By Michele Dargan, Special for the Civic Association -- Palm Beach Civic Association Director Susanne Durst wants everyone to live a healthy Palm Beach lifestyle.
And that begins with residents educating themselves on what pesticides are being sprayed on their property and the frequency of spraying that’s taking place, Ms. Durst says. She urges that residents monitor the pesticides that are sprayed daily, monthly, and annually.
Photo: Susanne Durst, Civic Association Director
“I’m not saying stop spraying,” she said. “I’m saying spray consciously."
Photo: Four Arts Garden
"We are always looking for beautiful Palm Beach gardens and healthy children, but we are killing one of the most important environmental aspects of our life. Our life depends on a vibrant ecosystem and that cannot be run without insects. By spraying a couple of annoying insects, we’re killing thousands of good insects. Three different species of bumble bees have gone extinct.”
Ms. Durst said she asks the pest control technicians what they’re spraying, and they don’t know.
“The homeowners don’t know what’s being sprayed,” she said. “The technicians, who are spraying, don’t know what’s being sprayed. The pest control companies are buying pesticides in big white containers and pumping it onto our properties and they might not even know what is being sprayed.”
Photo: One of many butterflies in the Susanne Durst garden.
Phosphorous and nitrogen are two of the worst things that can be sprayed, especially in the summertime when it rains heavily and runs into the waterways, Ms. Durst said.
“This is affecting us physically, especially our children and our pets,” she said.
Ms. Durst’s love of the environment dates back to childhood.
Her father was a landscape architect and her grandparents owned a large farm. She and her husband, Douglas, have owned the biggest certified organic farm in New York for more than 35 years. It’s a 1,200-acre farm in Millerton, New York. They also have a large garden at their Katonah, N.Y. residence. They have never used pesticides anywhere, she said.
“We grow vegetables and have livestock,” Ms. Durst said of their Millerton farm. “We have a large teaching facility and take interns from all over the world. We have a big road stand on Rt. 22 with a bakery and a kitchen. I’m talking from experience.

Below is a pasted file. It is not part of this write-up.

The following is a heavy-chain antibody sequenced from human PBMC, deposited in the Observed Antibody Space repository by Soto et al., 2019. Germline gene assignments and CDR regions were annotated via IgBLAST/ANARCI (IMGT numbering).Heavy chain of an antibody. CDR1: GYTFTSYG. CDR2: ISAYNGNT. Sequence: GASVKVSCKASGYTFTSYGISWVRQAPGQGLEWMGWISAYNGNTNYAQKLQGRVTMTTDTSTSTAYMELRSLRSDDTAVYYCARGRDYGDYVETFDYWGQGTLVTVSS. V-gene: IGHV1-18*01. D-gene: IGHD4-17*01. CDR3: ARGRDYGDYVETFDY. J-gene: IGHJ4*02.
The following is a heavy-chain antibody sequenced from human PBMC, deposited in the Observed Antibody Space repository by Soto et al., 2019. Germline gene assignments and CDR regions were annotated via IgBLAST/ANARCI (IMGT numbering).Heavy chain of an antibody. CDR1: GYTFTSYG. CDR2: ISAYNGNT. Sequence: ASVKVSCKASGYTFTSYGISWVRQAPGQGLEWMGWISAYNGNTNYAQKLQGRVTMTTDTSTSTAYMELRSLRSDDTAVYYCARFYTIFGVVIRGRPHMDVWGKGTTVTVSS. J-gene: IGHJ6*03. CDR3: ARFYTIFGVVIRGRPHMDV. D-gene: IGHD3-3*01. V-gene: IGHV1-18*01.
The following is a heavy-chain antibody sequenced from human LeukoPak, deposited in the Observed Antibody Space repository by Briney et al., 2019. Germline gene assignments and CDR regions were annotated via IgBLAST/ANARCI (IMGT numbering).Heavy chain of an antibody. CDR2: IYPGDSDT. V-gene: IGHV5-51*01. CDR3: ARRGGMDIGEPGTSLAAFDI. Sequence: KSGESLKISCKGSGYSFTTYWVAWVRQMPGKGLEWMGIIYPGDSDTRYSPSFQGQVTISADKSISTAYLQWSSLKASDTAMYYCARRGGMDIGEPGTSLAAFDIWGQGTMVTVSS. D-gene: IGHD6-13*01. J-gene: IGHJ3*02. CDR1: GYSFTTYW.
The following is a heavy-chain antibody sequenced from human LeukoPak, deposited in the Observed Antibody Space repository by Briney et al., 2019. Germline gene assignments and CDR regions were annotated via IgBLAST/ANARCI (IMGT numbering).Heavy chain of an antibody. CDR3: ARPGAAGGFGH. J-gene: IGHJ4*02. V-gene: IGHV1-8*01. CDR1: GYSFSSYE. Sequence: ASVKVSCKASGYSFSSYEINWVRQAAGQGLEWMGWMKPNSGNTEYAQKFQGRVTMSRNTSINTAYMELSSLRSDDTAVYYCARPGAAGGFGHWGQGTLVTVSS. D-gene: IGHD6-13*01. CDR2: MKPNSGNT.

“In Palm Beach, we have white flies, and everyone is hysterical over white flies,” she said. “If we had dragon flies and lady bugs, they would deal with the white flies. Whenever we spray, we kill the dragon flies and the lady bugs.
Ms. Durst urges residents to learn what is being sprayed on their property and to monitor the frequency. It becomes harmful when pesticides are sprayed on a daily basis and, especially, in high winds, which makes the spray drift onto other properties, she said.
“Roses have to be sprayed in Florida, but it should be done on a day with no wind, so it doesn’t carry to next three houses,” she said. “We are truly killing one of the most important environmental aspects of our life.”
File Photo: Durst guest house and gardens with newly planted African tree in 2017.
Doug Tallamy, professor and chairman of the department of entomology and wildlife ecology at the University of Delaware, agrees. One of his research goals is to better understand the many ways insects interact with plants and how such interactions determine the diversity of animal communities. Mr. Tallamy won the Silver Medal from the Garden Writer's Association for his book, Bringing Nature Home.
“If people knew the degree to which they are exposed to all of these toxins that we are putting in our yard, they wouldn’t do it,” Mr. Tallamy said. “We need functional ecosystems and spraying is inconsistent with that. It kills the things that run those ecosystems.”
It’s not just the spraying that’s dangerous, Mr. Tallamy says. It’s the use of fertilizers that wash into the waterways during rainy season and cause the blue-green algae blooms, he said.
Photo: Caterpiller in Susanne Durst garden.
“It’s overzealous landscape care that’s causing a lot of problems,” he said.
One key to good landscaping is to use plants that have evolved in South Florida that other plants and animals have interacted with for thousands of years. Then you will need very little spraying – if any, he said.
“Everybody’s property is part of the local ecosystem and if you treat your property in a way that degrades that ecosystem, and everybody does that, you’ll have an ecosystem collapse,” he said. “The less you spray the better, and only do it when it’s necessary – when you have a targeted pest and there’s an outbreak. Preventive spraying is no good. When you spray, the first thing you kill the natural enemies of the pests you’re trying to kill.”
Ms. Durst added, “Everyone is so good about eating healthy food, wearing the right clothes, doing their exercises. Now is the time to be more educated about the pesticides that are being sprayed. Be aware of what goes on in your yard.”
Growing the Garden
The annual Spring Benefit was held in the garden of Susanne and Douglas Durst’s home. More than 300 guests enjoyed an open bar; hors d’oeuvres; and a live auction featuring rare and exotic plants, orchids and arrangements.